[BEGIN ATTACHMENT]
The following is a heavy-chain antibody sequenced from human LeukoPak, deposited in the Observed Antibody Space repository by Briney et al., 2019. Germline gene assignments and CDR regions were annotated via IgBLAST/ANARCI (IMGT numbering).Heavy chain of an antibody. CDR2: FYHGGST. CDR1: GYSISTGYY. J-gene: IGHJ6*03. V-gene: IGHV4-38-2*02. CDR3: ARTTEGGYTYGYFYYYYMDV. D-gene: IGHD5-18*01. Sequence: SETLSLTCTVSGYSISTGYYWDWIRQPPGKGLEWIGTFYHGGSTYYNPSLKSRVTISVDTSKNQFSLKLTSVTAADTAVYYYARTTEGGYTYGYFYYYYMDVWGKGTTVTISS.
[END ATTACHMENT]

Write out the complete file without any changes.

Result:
The following is a heavy-chain antibody sequenced from human LeukoPak, deposited in the Observed Antibody Space repository by Briney et al., 2019. Germline gene assignments and CDR regions were annotated via IgBLAST/ANARCI (IMGT numbering).Heavy chain of an antibody. CDR2: FYHGGST. CDR1: GYSISTGYY. J-gene: IGHJ6*03. V-gene: IGHV4-38-2*02. CDR3: ARTTEGGYTYGYFYYYYMDV. D-gene: IGHD5-18*01. Sequence: SETLSLTCTVSGYSISTGYYWDWIRQPPGKGLEWIGTFYHGGSTYYNPSLKSRVTISVDTSKNQFSLKLTSVTAADTAVYYYARTTEGGYTYGYFYYYYMDVWGKGTTVTISS.